From Leiden University in the Netherlands:
Art links Christians and Muslims in Medieval Middle East
The relationship between Christians and Muslims in the Middle East during the Middle Ages is often typified in terms such as conflict and violent opposition. Bas Snelders shows in his dissertation that this image is not true. Analysis of art from the period demonstrates that the two communities intermingled rather than living completely separately.
Christian and Muslim artists
Based on art historical and written sources, Snelders addresses the role played by art within the Syrian Orthodox community of Mosul. Christian art flourished in the 13th century in what is now Northern Iraq, and Muslims were very active as artists and patrons. Snelders’ dissertation explores the relationship between Christian and Islamic art.
Snelders’ detailed comparative analysis sketches a nuanced image of the intensive cultural interaction that was typical of the time. Christians were completely integrated in their environment, and preserved their religious and social identity.
Snelders’ research is part of the PIONIER research project on The Formation of a Communal Identity among West Syrian Christians (451–1300) at the Faculty of Humanities. NWO is funding the study.
21st century Western Islamophobes pretend that all Muslims have always been violently anti-Christian. Not true. In the Islamic Cordoba khalifate in Spain the relationship between Muslims, Jews, and Christians was good. In Iraq, good relations between Muslims and Christians were certainly not limited to the Middle Ages. Eg, the Saddam Hussein dictatorship was a terrible time in many respects. Even so, there was much Muslim-Christian cooperation, in daily life, also in the government and armed forces. However, after George W. Bush invaded Iraq in 2003, a horrible time of violent persecution of Christians started.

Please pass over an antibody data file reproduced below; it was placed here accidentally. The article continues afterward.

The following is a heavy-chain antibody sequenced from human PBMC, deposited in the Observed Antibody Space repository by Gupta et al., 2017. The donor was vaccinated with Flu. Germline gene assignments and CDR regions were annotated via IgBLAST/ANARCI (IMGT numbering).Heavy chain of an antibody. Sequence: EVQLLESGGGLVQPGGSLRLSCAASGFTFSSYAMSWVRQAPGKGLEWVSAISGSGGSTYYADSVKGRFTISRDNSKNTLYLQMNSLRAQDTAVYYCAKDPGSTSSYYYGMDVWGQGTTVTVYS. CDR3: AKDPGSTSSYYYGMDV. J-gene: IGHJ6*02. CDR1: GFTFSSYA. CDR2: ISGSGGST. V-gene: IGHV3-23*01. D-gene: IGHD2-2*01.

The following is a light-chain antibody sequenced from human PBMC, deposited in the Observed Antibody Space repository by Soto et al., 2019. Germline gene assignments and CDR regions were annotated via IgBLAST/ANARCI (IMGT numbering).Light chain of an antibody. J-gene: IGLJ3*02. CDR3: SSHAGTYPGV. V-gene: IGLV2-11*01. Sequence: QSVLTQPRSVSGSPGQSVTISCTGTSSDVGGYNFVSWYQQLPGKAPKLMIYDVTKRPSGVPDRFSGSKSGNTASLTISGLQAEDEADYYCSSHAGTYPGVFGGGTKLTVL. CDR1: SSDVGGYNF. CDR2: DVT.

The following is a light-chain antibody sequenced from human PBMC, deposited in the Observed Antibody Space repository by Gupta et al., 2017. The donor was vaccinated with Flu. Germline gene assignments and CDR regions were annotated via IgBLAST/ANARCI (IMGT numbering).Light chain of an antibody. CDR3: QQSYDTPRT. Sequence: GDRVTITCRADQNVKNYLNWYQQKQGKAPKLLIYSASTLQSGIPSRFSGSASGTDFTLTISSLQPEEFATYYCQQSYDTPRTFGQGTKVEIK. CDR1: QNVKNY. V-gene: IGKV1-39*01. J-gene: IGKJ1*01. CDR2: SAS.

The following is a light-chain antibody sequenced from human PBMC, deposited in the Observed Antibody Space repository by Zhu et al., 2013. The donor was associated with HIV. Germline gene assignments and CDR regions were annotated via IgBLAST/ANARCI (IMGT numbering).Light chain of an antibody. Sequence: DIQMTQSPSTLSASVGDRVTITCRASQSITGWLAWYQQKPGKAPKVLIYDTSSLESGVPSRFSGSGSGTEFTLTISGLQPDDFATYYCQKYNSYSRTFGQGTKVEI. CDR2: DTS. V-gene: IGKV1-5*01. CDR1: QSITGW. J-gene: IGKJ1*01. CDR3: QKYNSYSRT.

On Dutch TV today, an Iraqi refugee, Amin, now living in a cellar in Jordan, was interviewed. He said: “My brother and my father were killed by the Saddam Hussein regime. So, I never expected I would have to say this: ‘Things under this occupation are even worse than then’. In 2005, I was a candidate for parliament. However, the situation became so bad that I had to flee the country“.
Life in Baghdad’s Slums: Fighting to Survive in Sadr City: here.
Iraq’s High Criminal Court sentenced former foreign minister Tariq Aziz to die by hanging today for persecuting Islamist parties opposed to the former Ba’athist regime: here.